Alberta First Nations Oppose Coal Expansion in Rocky Mountains
The Canadian Press reported that two of Alberta’s largest First Nations have written letters to coal companies saying they will oppose any new mine
The Canadian Press reported that two of Alberta’s largest First Nations have written letters to coal companies saying they will oppose any new mine proposals in the Rocky Mountains since the provincial government has consistently ignored their concerns. The Siksika and Kainai, southwest of Calgary, say new mines would threaten one of the few places that can still support traditional Blackfoot culture. The two First Nations account for about 70 per cent of the Treaty 7 population. Siksika wrote to Montem Resources, Atrum Coal and Cabin Ridge Coal “After careful review of all proposed metallurgical coal projects, and in response to the government of Alberta’s failure to address the Siksika Nation’s concerns. Siksika has formally adopted a position opposing any new applications.”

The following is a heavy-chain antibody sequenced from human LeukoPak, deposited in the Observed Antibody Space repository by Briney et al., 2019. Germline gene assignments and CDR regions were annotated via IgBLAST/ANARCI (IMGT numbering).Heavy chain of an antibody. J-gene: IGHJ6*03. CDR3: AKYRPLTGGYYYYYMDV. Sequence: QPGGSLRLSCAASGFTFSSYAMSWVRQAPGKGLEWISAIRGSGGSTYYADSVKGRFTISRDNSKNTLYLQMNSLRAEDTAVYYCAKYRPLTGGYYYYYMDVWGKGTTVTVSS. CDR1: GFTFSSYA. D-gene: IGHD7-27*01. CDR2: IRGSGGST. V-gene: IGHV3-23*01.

The Kainai have sent similar letters.
The letters do not apply to a proposal, currently before regulatory hearings, from Benga Mines.
Last spring, the United Conservative government revoked a policy without public input that had protected the summits and eastern slopes of the Rockies from surface coal mines since 1976. That led to the sale of coal exploration leases on thousands of hectares of land, some of which is home to endangered species and the water source for much of southern Alberta. The government recently reinstated the policy, but did not dissolve the leases it sold in the interim.